Name: Vesicularia dubyana|
Origin: Southeast Asia|
A little bit goes a long way: the thinner this is spread over rocks and driftwood, the better it will root itself and the prettier and healthier it will look as it grows. But watch out! I used less than a sandwich-baggie full of moss in a 4ft 150 liter tank. In less than 4 months, the moss grew until it covered the entire substrate and two large pieces of driftwood with a dense carpet with a minimum thickness of 3 inches! The tank looked beautiful, and I gave away a lot of moss to family and friends in those four months. Before the year was up, I had to remove the driftwood (which I had not seen for a couple of months anyhow) just to keep some open swimming space in the tank. The tank was 40cm deep and lit with 65W of fluorescent light, 40W of which came from a "daylight" bulb. It was filtered with a piddly penguin bio-wheel 110, and I was shamefully negligent in my water changes. I added no fertilizer besides any fishfood missed by the fish and snails. Enjoy the plant, but be prepared to do a lot of pruning.
There are plenty of ways to grow Java Moss, and plenty of ways to control it. But be ruthless. Every piece you discard represents nitrate you're finally eliminating from your system.
One thing I like to do is float Java Moss from a little chunk of natural corkbark, so that it hangs down like Spanish Moss. Try this at the front corners of your aquarium, or use this to hide a sponge filter at a back corner. Fishes that spawn in a spawning mop will use it happily. I tie monofilament round the corkbark and just insert some Java Moss under it. Maintaining it is easy: from time to time I take the bark with its attached moss, and trounce it in a bowl of water to clean out detritus. I roll it gently to keep it moderately dense. If it's getting too long I clip the end.
Java Moss can grow on a coconut shell like a green lawn. Steep the coconut shell first in boiling water to leach out some of the tannins. Cover the wet coconut shell with half-inch clippings of Java Moss. Let them fall where they may, all over the coconut, and spritz them to make them lie flat. Put it in a saucer of water with a glass bowl over the top for three weeks in a sunless window, till the Java Moss is covered with fresh pale growing points. Later, whenever the moss needs clipping, take the coconut shell out and shear it close with the flat of the blade of scissors. Try this same trick with that ceramic hollow log that should look more real than it does.
Nothing saves more Platy fry than a tank almost full of loose tangles of Java Moss. Nothing makes a Betta or a Dwarf Gourami more comfortable than a thicket of Java Moss.
I bought a small piece of Java Moss that was the size of a softball. I put in my 200 L tank and eventually it was the size of a basketball! It grew fast and was a beautiful bright green color. At the time I had some Swordtails in my tank. One day I looked in my mass of Java Moss and saw a bright orange fry swimming around. I didn't even know the female was pregnant! I guess that was the only one to make it to the plant, and she grew up and had a healthy life in my tank.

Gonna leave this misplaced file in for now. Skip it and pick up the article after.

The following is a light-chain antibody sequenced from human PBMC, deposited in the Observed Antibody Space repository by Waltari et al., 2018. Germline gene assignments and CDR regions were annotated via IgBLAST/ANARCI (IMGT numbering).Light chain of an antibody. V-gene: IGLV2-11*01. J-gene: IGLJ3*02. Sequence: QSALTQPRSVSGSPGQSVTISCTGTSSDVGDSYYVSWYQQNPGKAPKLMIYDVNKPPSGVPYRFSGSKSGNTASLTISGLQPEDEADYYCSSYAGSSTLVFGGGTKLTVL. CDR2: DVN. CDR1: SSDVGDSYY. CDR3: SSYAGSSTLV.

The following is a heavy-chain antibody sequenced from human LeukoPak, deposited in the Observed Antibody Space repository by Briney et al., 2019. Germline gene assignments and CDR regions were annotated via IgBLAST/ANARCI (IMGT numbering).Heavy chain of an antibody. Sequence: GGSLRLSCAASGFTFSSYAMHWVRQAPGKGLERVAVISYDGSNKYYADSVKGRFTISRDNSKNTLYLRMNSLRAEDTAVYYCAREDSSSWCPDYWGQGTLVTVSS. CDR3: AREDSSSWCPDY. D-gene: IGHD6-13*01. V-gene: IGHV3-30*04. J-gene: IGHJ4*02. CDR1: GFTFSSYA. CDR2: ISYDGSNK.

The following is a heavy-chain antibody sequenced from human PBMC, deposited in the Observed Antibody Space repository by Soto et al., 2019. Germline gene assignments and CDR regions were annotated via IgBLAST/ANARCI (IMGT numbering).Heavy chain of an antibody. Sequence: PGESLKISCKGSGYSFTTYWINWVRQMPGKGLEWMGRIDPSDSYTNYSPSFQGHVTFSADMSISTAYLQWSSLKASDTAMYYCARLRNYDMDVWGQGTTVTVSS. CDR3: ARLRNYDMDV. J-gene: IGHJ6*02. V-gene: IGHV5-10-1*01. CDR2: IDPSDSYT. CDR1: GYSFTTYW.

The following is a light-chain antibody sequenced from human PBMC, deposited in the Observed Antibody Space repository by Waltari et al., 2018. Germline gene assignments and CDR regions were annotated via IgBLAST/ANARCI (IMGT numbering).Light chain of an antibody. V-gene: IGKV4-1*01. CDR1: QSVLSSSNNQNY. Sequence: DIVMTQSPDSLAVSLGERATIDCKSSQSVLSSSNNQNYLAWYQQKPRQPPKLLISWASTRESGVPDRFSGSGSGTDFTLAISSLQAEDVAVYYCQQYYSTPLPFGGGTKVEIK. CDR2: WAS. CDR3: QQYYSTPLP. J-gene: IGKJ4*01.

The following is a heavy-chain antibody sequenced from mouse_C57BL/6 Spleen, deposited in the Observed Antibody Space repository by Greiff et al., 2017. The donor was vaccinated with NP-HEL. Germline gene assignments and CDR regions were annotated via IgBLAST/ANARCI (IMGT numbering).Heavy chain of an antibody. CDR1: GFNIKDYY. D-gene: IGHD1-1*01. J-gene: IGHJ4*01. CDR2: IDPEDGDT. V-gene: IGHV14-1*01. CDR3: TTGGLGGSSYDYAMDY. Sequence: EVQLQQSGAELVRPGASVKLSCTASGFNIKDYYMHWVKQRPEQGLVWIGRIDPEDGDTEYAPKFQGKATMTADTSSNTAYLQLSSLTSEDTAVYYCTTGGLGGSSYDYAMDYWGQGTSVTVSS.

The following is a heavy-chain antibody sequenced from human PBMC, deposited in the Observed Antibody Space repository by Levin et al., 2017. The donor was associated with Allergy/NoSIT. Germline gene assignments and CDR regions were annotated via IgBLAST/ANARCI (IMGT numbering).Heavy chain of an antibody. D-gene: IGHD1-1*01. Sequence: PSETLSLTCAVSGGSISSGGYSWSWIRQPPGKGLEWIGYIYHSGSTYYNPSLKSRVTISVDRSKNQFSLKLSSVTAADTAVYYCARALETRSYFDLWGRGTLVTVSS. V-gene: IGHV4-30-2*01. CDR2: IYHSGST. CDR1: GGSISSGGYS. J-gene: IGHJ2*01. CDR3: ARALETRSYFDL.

This stuff is one of my favorites, I use it in all my tanks, but it is a real monster! Java moss is lovely, useful to maintain water quality and as cover for fry, but when it's happy, it takes over your tank! I give away handfulls of the stuff at least once a month, and twice a year I yank out all I can reach, and purge my filter intake, until only a few strands are left clinging to my rock cliffs. Within 2-3 months, it's a huge healthy mound again! One of my favorite ways to aquascape with Java moss is to take a large, flat rock or piece of plastic (the stuff they sell for needlepoint works well) and cover it with a thin layer of java moss. Wrap a hairnet around it, and you have instant carpet plant! Java moss is adaptable to almost any light, temp or pH, and it ships very well, also. Very nice plant.
As the earlier posts have noted, Java Moss is a prolific grower! During a period of despondency (aka not performing weekly tank maintenance), Java Moss took over the tank. It embedded itself so tenaciously into my driftwood that I chose to remove the driftwood rather than continually and ruthlessly prune the Java Moss. To eventually kill the Java Moss, I let the driftwood dry out for two years! It's a great plant for fry, I admit. But there are other plants I would and do chose before selecting Java Moss again!
Java moss is an excellent plant for bottom feeders to take refuge in. In my 250 planted tank I have a whole carpet full and all my Kuhli Loaches and Corys love to swim under it as no other fish in that tank can get in it. It really gives a natural and healthy look but be warned, turn your back for a week or two and it thrives and overcrowds the tank.